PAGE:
Well, possibly two. A patient whose initial HCV antibody test is reactive is considered to either have current HCV infection or have had an HCV infection in the past that has subsequently resolved. To identify people with active HCV infection, those who test anti-HCV positive should be subsequently tested with a nucleic acid test (NAT).
"In essence it is kind of a two staged series," Smith says. "The first test is an antibody test. It tells you whether or not there is [HCV] antibody in the bloodstream, and again it is a very common and relatively inexpensive test. That will tell whether or not the patient has ever been infected with hepatitis C. We estimate that about 75% of people who have ever been infected go on to be chronically infected. [If they are positive], a second test has to be done to look for the presence of the virus itself in the bloodstream."
If so, the patient needs to get a full medical evaluation that would include an identification of the specific HCV genotype, measurement of their viral load and the best options for treatment. The NAT test could be done in a hospital, or the patient could be referred to their primary care physician or other "medical home" for the follow-up testing, he says.
As always, the question arises of who will pay for the testing. "Everyone has different types of insurance, but by and large it is our understanding that this [antibody] test is considered to be pretty routine," Smith says. "It is available just about everywhere. It is a test that generally speaking is covered by most insurance [programs]. We don't expect that to be a significant problem. We have looked really closely at the costs of this strategy and found that it is actually quite cost effective. It really is very similar to other routine preventive services like colorectal and cervical cancer screening or breast cancer screening.
Asked if health care workers within the targeted age range are also recommended for HCV testing, Smith says, "We are not making any distinction. I would say anyone who was born from 1945 to 1965 — who is a baby boomer — should be tested for hepatitis C. That is really regardless of their profession."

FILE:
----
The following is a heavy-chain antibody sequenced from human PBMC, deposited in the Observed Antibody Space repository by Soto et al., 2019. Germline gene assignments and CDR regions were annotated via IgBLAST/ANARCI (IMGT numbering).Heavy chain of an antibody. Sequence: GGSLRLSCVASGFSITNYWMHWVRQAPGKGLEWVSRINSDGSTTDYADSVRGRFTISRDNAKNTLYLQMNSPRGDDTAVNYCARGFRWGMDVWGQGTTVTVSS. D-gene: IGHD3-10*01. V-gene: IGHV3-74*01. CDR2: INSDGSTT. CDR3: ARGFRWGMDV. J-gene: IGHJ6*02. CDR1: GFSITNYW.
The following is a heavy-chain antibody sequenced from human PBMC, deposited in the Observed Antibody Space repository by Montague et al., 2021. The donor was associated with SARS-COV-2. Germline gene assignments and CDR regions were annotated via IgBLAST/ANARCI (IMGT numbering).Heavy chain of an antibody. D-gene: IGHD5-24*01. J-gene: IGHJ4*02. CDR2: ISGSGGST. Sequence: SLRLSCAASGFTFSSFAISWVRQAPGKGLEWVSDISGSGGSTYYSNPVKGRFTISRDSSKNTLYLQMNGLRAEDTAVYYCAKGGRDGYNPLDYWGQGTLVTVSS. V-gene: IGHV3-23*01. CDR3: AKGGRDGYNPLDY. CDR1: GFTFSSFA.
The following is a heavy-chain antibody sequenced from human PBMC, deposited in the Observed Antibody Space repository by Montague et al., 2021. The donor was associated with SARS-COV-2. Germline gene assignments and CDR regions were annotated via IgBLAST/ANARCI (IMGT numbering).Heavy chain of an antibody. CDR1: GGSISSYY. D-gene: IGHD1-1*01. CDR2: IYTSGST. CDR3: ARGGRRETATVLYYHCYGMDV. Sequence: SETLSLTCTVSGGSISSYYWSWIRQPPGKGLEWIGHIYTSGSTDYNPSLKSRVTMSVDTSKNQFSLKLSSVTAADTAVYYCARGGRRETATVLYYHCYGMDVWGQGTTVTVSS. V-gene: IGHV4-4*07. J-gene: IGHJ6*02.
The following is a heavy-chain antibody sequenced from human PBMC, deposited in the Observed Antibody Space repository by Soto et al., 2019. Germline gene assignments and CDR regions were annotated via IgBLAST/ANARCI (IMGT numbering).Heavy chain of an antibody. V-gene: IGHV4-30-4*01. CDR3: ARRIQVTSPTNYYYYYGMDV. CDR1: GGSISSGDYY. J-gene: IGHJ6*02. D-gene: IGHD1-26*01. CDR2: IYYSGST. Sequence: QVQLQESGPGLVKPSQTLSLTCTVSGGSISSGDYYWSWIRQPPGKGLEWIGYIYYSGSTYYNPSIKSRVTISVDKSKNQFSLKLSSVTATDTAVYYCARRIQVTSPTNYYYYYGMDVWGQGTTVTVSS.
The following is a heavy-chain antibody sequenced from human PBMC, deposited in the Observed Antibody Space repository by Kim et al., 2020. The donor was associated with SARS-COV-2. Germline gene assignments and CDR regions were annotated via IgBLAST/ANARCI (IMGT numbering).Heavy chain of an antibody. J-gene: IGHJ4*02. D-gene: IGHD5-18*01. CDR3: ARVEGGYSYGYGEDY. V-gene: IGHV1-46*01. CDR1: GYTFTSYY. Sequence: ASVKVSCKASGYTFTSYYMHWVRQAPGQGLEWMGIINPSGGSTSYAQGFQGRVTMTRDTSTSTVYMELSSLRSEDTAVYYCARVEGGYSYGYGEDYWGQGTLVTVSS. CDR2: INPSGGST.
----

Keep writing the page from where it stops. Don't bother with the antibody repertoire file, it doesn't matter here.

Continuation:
Of course the identification of HCV-positive health care workers raises the thorny issues of provider-to patient transmission, work restrictions and informing patients — much as it did when the CDC finally went to a universal HIV test recommendation in 2006. The CDC referred inquiries on the issue to the 2010 guidelines by the Society for Healthcare Epidemiology of America (SHEA).1 Those guidelines are quite specific in recommending recurrent testing for HCV viral counts and applying work restrictions to workers who perform so called exposure-prone invasive procedures. The precautions to be taken range from double-gloving to an outright restriction on performing certain procedures if the worker has a high viral load — defined as equal to or greater than 104 genome equivalents per milliliter of blood for HCV.
However, in what some say was an undermining omission, the guideline did not address routine testing of surgeons and other OR personnel — except to say that testing should not be mandatory and that health care workers performing invasive, exposure-prone procedures are "ethically obligated" to know their status. The European Consortium could not reach consensus on HCV-infected providers. The United Kingdom guideline states that HCV-infected providers with circulating RNA should not conduct exposure-prone procedures.
- Henderson DK, Dembry L, Fishman NO, et al. SHEA guideline for management of health care workers who are infected with hepatitis B virus, hepatitis C virus, and/or human immunodeficiency virus. Infect Control Hosp Epidemiol 2010; 31:203-232.